Arguably, you need to be careful keeping the DB9’s Pirelli P Zero’s inside the track lines in the shuttle bay, but at just over half an hour, you can’t afford to waste an hour-plus with the ferry.
35 minutes later, we were flying through the French countryside with the roof up. One thing you instantly realise is how quiet the car is for a convertible. It is ashamedly quieter than my hardtop, believe it or not. The silence is quickly broken by the 1000W Bang & Olufsen BeoSound wafting out The Black Keys to an unsuspecting French Sunday afternoon. Both Aston Martin and B&O were founded at the start of the 20th century and neither follow function – they clearly reinvent form. The audio system is a masterpiece, from the two speakers that arise, knighted, from the front dash to the soul-stirring bass.
The interior has that smell that only wallet-shredding cars produce. You would have thought that all car leather, irrespective of how you skin the cow, would generate that thick, leather, testosterone-fuelled musk, like Tom Ford smoking a cigar. And you would be wrong. Aston Martin use seven bridge of weir hides to trim the cabin of a DB9; it is beautifully appointed. The leather stitched detailing, the walnut, the carbon fibre gear paddles – as always, the interior is flawless. My only gripe with the paddles is the need to then push a circular button on the dash to reverse. I am sure though that anyone with the power of sight will say “I don’t care if it’s engineered by the Chuckle Brothers, take my money”. My advice is to keep the sport button pressed, however. The throttle awakens noticeably and the sound is like a pack of feral dogs truffle-hunting in a French forest.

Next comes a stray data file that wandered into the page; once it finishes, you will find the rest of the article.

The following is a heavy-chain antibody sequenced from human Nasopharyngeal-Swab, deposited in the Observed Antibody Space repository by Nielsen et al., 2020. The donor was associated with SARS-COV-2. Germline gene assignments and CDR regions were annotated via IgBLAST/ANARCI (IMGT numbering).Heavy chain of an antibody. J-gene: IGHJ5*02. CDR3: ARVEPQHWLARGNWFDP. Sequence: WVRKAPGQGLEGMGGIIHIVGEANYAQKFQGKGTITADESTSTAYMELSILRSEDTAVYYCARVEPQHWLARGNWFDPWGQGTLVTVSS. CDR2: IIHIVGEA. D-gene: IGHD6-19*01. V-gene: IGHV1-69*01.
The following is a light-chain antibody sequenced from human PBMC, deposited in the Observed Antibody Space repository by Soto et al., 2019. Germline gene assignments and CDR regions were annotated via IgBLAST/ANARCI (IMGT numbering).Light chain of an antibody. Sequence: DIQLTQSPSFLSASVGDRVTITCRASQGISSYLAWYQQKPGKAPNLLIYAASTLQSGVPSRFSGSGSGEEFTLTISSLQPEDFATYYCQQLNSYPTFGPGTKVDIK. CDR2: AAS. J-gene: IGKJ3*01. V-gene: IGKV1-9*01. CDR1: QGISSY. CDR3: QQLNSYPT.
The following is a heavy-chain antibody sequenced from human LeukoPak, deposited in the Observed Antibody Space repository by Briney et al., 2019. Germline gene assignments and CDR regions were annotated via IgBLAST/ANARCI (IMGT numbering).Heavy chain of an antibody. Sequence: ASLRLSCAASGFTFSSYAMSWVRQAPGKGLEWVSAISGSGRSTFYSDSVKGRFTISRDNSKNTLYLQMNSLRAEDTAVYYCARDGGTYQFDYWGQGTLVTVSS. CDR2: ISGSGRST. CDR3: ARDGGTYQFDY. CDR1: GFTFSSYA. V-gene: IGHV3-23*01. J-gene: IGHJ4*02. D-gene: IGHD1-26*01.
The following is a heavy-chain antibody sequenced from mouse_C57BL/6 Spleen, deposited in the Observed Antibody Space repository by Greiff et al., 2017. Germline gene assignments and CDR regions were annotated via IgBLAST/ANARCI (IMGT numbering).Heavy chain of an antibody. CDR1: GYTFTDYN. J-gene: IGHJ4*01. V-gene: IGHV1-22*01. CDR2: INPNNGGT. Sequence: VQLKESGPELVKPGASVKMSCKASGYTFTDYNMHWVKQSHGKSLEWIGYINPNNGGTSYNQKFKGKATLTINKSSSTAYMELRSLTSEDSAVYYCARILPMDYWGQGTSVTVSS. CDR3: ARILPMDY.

At about 18:00, we arrived in Dijon on a lazy Sunday afternoon to collect Dr Farrow who had arrived from Heidelberg. Despite parking in a somewhat addled manner on the side of the road next to a junction, we received no beeping or shouting from our 2CV driving friends. Not a murmur, just the mere creak of necks as the locals drove past, craning to see the DB9 for a few more fleeting seconds.
They didn’t smile, of course. This is still France, and we had very yellow, very British number plates. I settled for the obvious sense of superiority that once derives from driving the epitome of British engineering through central France.
We had ourselves a deadline: the chateau dinner reservation. Having left the autoroute and taken a mortgage out at the Péage, I was faced with sunset-drenched country roads and a car full of weary passengers, who were not quite as adrenaline-fuelled as I was. The next time I drive across France, I will remember to have everyone else fly. Or, indeed, have them all killed.